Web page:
Christy, of Confessions of a Misplaced Southern Belle, says it best, and so here she is:

As everyone will remember, Hurricane Katrina struck New Orleans on August 29, 2005 and devastated not only Louisiana, but also Mississippi. One of the hardest hit areas in New Orleans was the Lower 9th Ward which was flooded when the levees broke due to faulty engineering. Over two years later, New Orleans and what happened there has largely been relegated to the back pages of newspapers, or only mentioned when politicians are trying to get elected. Many of you may have seen interviews with Brad Pitt and his foundation, Make it Right, whose goal is to build 150 homes in the Lower 9th. The Lower 9th had the highest percentage of homeowners in New Orleans, and when Katrina happened, many of these homeowners lost everything. These homes will be raised to withstand flooding and will be environmentally friendly. Make It Right is asking for donations to build these homes. Each home costs $150,000 to build. Homeowners will then receive a need based finanacing package insuring that they are able to afford the home. People are not just given a home and it’s “see you later, good luck making the payments.”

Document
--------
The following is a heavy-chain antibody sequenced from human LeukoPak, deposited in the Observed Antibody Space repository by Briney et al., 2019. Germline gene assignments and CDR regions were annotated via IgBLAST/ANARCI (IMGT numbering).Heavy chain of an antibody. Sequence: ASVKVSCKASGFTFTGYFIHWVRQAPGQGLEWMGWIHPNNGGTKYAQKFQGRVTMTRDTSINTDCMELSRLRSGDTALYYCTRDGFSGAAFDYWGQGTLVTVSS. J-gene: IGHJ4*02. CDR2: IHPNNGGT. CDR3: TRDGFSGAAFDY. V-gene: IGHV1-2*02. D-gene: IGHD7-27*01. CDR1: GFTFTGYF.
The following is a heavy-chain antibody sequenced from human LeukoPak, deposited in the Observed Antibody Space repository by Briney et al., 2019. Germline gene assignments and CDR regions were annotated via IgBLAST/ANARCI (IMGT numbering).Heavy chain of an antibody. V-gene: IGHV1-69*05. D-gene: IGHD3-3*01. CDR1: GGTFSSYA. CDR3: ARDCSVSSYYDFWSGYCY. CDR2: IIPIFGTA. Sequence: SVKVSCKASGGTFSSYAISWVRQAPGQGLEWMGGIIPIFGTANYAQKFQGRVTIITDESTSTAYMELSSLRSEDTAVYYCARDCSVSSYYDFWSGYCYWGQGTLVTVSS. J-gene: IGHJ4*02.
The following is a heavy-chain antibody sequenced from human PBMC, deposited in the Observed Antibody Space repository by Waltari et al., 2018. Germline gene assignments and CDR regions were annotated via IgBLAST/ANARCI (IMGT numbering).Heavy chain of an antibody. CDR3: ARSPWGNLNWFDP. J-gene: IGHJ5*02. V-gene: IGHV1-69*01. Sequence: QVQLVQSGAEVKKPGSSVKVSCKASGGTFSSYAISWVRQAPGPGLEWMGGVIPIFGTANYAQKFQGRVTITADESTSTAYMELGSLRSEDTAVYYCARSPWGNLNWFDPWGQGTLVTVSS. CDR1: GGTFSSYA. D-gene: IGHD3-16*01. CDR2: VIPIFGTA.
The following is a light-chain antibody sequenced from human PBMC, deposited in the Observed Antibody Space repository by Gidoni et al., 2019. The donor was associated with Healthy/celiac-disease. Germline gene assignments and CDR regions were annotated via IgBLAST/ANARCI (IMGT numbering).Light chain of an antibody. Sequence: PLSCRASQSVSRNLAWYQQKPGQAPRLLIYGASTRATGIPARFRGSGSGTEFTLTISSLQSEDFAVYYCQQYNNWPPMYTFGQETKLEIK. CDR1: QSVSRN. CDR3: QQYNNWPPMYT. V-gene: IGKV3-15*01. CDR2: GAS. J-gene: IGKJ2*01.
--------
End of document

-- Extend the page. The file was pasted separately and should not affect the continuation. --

Where am I going with this? Well, for the last two years, I have hosted the Hurricane Sock Party, which is a swap where participants knit one sock, and send it and a ‘hurricane survival package’ to their partner. This year, I’d like to do something to make a difference. Many of us have yarn stashes that can keep us in yarn for years without ever having to darken the door of the local LYS or point and click on our favorite online shop. Many of us have declared 2008, the year of the yarn diet. I know that I can certainly knit all year at least with the stuff in my stash. For HSP 2008, I’d like for everyone to donate money to Make it Right. I figure that an average skein of sock yarn runs about $20.00 and that if 7,800 knitters would donate the equivalent of one skein of sock yarn, a family in New Orleans might just be able to get their lives back on track. I’m not saying that the donation should be $20, any amount is appreciated, I just used that number, because it was a nice round number! I cannot comprehend what it would be like to lose absolutly everything I own, and then as I try to rebuild meet roadblock after roadblock. I would love for knitters, who have proven that we are a generous bunch–look at The Harlot’s amazing Knitters without Borders–to say that yarn built a house in New Orleans. Within the next week, I’ll have a dedicated website up and running so we can track our progress. I have already contacted the Make it Right foundation and they have put us up on the Team Page so we can see the progess of the donations. I have it set it up so you donate directly to the foundation–that way, the donations don’t go through me, and you have a tax record. On their existing Team Sponsored Home page, The Ellen Degeneres Show is raising money for house #2. I know she has millions of viewers, but I think knitters can build a house, and therefore I’m calling this project, The House That Yarn Built. If should decide to donate, you can click on the big pink house in the header, then as you donate, you can choose from the drop down menu of the team sponsored homes and have your donations added to our house. When you donate PLEASE MAKE SURE THAT YOU CHOOSE THE HOUSE THAT YARN BUILT AS YOUR TEAM. I’m also hoping to be able to give out door prizes at the end of this, so if you are a business who wants to donate things to give away, please contact me at christy@thehousethatyarnbuilt.com or christy@misplacedsouthernbelle.com. Once you’ve donated, you can send me your name to put in the drawing, and when we reach certain levels, I’ll do a drawing. Let’s shoot for the first $10,000 and we’ll have the first drawing! The first site won’t be up and running until the this weekend, but the email should work. If not, please use the other one. What do ya’ll think? Can knitters build a house? I think we can! For more detailed information on the Make it Right Foundation, you can visit http://www.makeitrightnola.org.